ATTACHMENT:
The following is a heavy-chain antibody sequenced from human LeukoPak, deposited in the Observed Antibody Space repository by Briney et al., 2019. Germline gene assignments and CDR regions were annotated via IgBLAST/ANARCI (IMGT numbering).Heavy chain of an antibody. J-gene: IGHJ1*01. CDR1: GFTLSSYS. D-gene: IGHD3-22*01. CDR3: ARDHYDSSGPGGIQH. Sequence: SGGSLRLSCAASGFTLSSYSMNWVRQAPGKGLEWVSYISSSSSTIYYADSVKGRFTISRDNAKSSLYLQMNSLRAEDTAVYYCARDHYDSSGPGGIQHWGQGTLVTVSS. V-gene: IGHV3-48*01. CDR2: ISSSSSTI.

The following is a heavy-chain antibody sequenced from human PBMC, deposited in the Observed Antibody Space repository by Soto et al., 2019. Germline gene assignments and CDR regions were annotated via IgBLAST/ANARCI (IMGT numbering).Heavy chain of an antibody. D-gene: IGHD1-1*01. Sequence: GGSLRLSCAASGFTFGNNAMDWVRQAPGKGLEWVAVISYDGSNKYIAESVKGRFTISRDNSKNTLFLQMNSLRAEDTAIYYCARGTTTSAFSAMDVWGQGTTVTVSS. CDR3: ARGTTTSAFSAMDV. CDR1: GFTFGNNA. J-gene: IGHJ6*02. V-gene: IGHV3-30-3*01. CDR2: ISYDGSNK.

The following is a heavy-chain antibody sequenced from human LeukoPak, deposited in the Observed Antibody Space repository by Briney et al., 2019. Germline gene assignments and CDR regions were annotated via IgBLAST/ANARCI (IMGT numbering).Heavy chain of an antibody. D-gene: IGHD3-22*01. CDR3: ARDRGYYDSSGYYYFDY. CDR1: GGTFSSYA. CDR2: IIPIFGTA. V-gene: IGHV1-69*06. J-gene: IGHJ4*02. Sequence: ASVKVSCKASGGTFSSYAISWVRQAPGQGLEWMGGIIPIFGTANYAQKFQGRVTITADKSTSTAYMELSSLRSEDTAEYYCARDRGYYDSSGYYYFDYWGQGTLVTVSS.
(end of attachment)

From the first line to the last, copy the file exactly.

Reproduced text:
The following is a heavy-chain antibody sequenced from human LeukoPak, deposited in the Observed Antibody Space repository by Briney et al., 2019. Germline gene assignments and CDR regions were annotated via IgBLAST/ANARCI (IMGT numbering).Heavy chain of an antibody. J-gene: IGHJ1*01. CDR1: GFTLSSYS. D-gene: IGHD3-22*01. CDR3: ARDHYDSSGPGGIQH. Sequence: SGGSLRLSCAASGFTLSSYSMNWVRQAPGKGLEWVSYISSSSSTIYYADSVKGRFTISRDNAKSSLYLQMNSLRAEDTAVYYCARDHYDSSGPGGIQHWGQGTLVTVSS. V-gene: IGHV3-48*01. CDR2: ISSSSSTI.

The following is a heavy-chain antibody sequenced from human PBMC, deposited in the Observed Antibody Space repository by Soto et al., 2019. Germline gene assignments and CDR regions were annotated via IgBLAST/ANARCI (IMGT numbering).Heavy chain of an antibody. D-gene: IGHD1-1*01. Sequence: GGSLRLSCAASGFTFGNNAMDWVRQAPGKGLEWVAVISYDGSNKYIAESVKGRFTISRDNSKNTLFLQMNSLRAEDTAIYYCARGTTTSAFSAMDVWGQGTTVTVSS. CDR3: ARGTTTSAFSAMDV. CDR1: GFTFGNNA. J-gene: IGHJ6*02. V-gene: IGHV3-30-3*01. CDR2: ISYDGSNK.

The following is a heavy-chain antibody sequenced from human LeukoPak, deposited in the Observed Antibody Space repository by Briney et al., 2019. Germline gene assignments and CDR regions were annotated via IgBLAST/ANARCI (IMGT numbering).Heavy chain of an antibody. D-gene: IGHD3-22*01. CDR3: ARDRGYYDSSGYYYFDY. CDR1: GGTFSSYA. CDR2: IIPIFGTA. V-gene: IGHV1-69*06. J-gene: IGHJ4*02. Sequence: ASVKVSCKASGGTFSSYAISWVRQAPGQGLEWMGGIIPIFGTANYAQKFQGRVTITADKSTSTAYMELSSLRSEDTAEYYCARDRGYYDSSGYYYFDYWGQGTLVTVSS.